There is a lot to discuss there - but I'll try and make it short. Even operations experts should eventually think like market participants because economically, they need to take into account opportunity costs of their operational decisions, not least because their successor (average tenure, anyone?) or their boss might think like market participants ... Externally induced volatility is not a problem if it is real (and not an accounting artefact introduced by mixed attribute accounting), because it can be filtered, and users build confidence when they see it. Operational performance still remains visible. They like mixed attribute accounts? How dare they perform even the most basic arithmetic operations on numbers that do not have the same measurement attribute? Because it has been done for a long time and they are used to doing it does not make it any more sensible. So yes, I am in favour of full fair value, because financial reporting is made for users, not for managers. But I agree, there are some transition issues.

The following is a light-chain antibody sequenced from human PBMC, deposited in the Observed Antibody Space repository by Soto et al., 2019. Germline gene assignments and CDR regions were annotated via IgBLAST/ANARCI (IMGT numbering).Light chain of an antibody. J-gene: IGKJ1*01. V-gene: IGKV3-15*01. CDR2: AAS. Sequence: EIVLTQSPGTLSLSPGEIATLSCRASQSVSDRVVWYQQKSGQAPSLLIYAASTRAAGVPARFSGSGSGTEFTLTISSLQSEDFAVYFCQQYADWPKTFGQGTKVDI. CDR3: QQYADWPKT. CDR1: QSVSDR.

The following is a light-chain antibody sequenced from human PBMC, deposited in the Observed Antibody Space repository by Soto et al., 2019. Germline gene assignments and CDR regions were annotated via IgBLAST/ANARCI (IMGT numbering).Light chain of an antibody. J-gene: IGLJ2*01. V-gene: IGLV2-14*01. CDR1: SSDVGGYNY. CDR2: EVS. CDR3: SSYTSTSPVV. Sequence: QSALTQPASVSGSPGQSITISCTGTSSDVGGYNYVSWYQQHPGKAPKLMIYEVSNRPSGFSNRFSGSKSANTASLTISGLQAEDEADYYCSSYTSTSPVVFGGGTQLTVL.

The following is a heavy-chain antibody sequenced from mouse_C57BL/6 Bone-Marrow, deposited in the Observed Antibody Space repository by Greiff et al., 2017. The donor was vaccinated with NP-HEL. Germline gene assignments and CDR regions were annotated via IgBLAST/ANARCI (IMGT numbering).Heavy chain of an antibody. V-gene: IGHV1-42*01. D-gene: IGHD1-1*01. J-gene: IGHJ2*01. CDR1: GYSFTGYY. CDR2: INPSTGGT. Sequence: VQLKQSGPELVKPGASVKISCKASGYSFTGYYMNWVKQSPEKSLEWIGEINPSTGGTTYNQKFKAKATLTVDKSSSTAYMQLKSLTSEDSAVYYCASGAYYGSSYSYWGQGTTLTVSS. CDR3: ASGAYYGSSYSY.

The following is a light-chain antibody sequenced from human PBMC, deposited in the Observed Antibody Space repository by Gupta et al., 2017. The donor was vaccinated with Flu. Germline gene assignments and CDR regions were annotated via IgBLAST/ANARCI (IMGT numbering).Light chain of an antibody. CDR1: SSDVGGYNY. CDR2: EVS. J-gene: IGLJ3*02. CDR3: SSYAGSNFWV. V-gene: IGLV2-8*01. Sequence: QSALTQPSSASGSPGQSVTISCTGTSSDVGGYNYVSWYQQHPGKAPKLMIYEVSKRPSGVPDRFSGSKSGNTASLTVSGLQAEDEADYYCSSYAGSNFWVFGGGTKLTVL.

Monday, July 14, 2008
The fair value mindset
I like what the Chief Accountant of Xerox is reported to have said at the recent SEC round table on fair value reporting - but probably not in the way he would like me to. In essence, he says that fair valuing financial assets/liabilities is ok, whereas for operational items of non-financial firms it is not as it introduces volatility beyond the firm's control - they are used to mixed attribute accounting. And "managers will have to train themselves to think like market participants rather than operations experts".